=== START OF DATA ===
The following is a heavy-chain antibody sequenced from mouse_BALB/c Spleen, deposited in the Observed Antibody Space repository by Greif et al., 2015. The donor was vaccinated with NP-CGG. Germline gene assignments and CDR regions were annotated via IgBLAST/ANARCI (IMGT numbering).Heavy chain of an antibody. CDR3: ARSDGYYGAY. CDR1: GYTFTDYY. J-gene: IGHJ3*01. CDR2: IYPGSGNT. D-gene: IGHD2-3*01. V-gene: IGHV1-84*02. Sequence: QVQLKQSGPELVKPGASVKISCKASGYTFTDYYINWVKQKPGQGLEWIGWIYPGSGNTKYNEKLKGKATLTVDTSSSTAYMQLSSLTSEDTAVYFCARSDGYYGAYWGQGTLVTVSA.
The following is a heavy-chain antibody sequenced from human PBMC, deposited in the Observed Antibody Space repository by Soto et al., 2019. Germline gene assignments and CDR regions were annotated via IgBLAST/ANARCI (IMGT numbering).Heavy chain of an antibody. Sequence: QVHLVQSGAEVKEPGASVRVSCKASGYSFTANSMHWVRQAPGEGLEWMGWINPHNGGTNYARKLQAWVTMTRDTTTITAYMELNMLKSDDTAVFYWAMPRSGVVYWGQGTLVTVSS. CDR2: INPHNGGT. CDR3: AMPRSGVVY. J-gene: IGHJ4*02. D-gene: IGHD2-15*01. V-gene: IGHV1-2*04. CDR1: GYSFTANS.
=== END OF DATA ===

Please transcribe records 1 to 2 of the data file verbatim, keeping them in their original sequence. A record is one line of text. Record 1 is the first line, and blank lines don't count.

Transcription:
The following is a heavy-chain antibody sequenced from mouse_BALB/c Spleen, deposited in the Observed Antibody Space repository by Greif et al., 2015. The donor was vaccinated with NP-CGG. Germline gene assignments and CDR regions were annotated via IgBLAST/ANARCI (IMGT numbering).Heavy chain of an antibody. CDR3: ARSDGYYGAY. CDR1: GYTFTDYY. J-gene: IGHJ3*01. CDR2: IYPGSGNT. D-gene: IGHD2-3*01. V-gene: IGHV1-84*02. Sequence: QVQLKQSGPELVKPGASVKISCKASGYTFTDYYINWVKQKPGQGLEWIGWIYPGSGNTKYNEKLKGKATLTVDTSSSTAYMQLSSLTSEDTAVYFCARSDGYYGAYWGQGTLVTVSA.
The following is a heavy-chain antibody sequenced from human PBMC, deposited in the Observed Antibody Space repository by Soto et al., 2019. Germline gene assignments and CDR regions were annotated via IgBLAST/ANARCI (IMGT numbering).Heavy chain of an antibody. Sequence: QVHLVQSGAEVKEPGASVRVSCKASGYSFTANSMHWVRQAPGEGLEWMGWINPHNGGTNYARKLQAWVTMTRDTTTITAYMELNMLKSDDTAVFYWAMPRSGVVYWGQGTLVTVSS. CDR2: INPHNGGT. CDR3: AMPRSGVVY. J-gene: IGHJ4*02. D-gene: IGHD2-15*01. V-gene: IGHV1-2*04. CDR1: GYSFTANS.